Stratton Corp. v. Engelberth Construction, Inc., 2015 VT 69
By Andrew Delaney
It all starts when the roof leaks. And it ends in a hurry if you don't speak up.
Our tale today comes from a dispute between developer (Stratton), general contractor (Engleberth), and a subcontractor (Evergreen Roofing) involved in a condominium construction project. The ultimate lesson is that you need to raise issues at trial or the appeal is not going to go your way.
Back when the project started, developer bought some insurance for the project that usually gets called “wrap-up” insurance. It generally covers most if not all parties performing work at a particular site. There was a general-contractor-indemnifies-developer provision that included an obligation for general contractor to indemnify on behalf of subcontractors as well as itself.
So, general contractor hired subcontractor to do the roofing. That contract required that subcontractor indemnify general contractor. For those keeping score at home, the arrangement amongst the parties is illustrated by the first rule of plumbing.
The project got finished and the next year the condo association threatened to sue over numerous issues, “including certain alleged construction defects in the roofing.” That case settled and once it did, developer went after general contractor, who in turn sued subcontractor.
The case wound its way through the court system as these things do, and a year before trial, general contractor moved for summary judgment on the basis that the parties’ agreement required proof that claims were not covered by developer’s insurance before general contractor was required to indemnify. Subcontractor said it supported general contractor’s motion at the hearing on the motion.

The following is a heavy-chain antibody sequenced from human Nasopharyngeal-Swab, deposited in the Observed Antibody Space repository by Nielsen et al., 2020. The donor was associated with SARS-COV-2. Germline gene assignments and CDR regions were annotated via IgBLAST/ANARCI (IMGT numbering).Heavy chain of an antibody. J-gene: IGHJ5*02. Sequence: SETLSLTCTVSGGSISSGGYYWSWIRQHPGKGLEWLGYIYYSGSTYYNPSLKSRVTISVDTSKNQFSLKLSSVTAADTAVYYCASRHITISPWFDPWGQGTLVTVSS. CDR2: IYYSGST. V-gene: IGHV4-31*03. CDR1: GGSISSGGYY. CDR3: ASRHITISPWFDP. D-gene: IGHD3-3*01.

The trial court denied the motion. Apparently there was a declaratory judgment thing going in federal court; whether builder’s risk was intended to be included in the package was a disputed issue, and so on.
After trial, the jury found that general contractor had breached its contract with developer, and further, that subcontractor had breached its contract with general contractor and so subcontractor was on the hook to indemnify general contractor. Subcontractor appeals.
As the SCOV puts it, subcontractor suggests that the denial-of-summary-judgment “issue was revisited at trial.” Apparently, general contractor tried to amend its answer the day before trial to add some defenses but the trial court wasn’t having that. Developer then moved to exclude evidence of the wrap-up insurance and apparently nobody objected once developer waived its negligence claim.
Subcontractor claims that general contractor “submitted requests to instruct the jury based on breaches of the indemnity clause in its agreement with developer.” While general contractor admits it did so, it notes that the trial court wasn’t having those either and, again, nobody objected.
Subcontractor’s argument is essentially that the contract between developer and general contractor should’ve barred the claims in this case, pointing to general contractor’s motion for summary judgment, general contractor’s attempt to amend, and general contractor’s proposed jury instructions.
Once a trial runs its course, summary judgment motions become moot. Subcontractor didn’t raise the issue at trial. The SCOV reasons that subcontractor also didn’t join general contractor’s “motion to amend its answer; it did not object to the exclusion of [wrap-up insurance] evidence; it did not object to the jury instructions; and it did not move for judgment as a matter of law.”
Because subcontractor failed to properly raise the issues at trial, the SCOV just isn’t going there. Game over.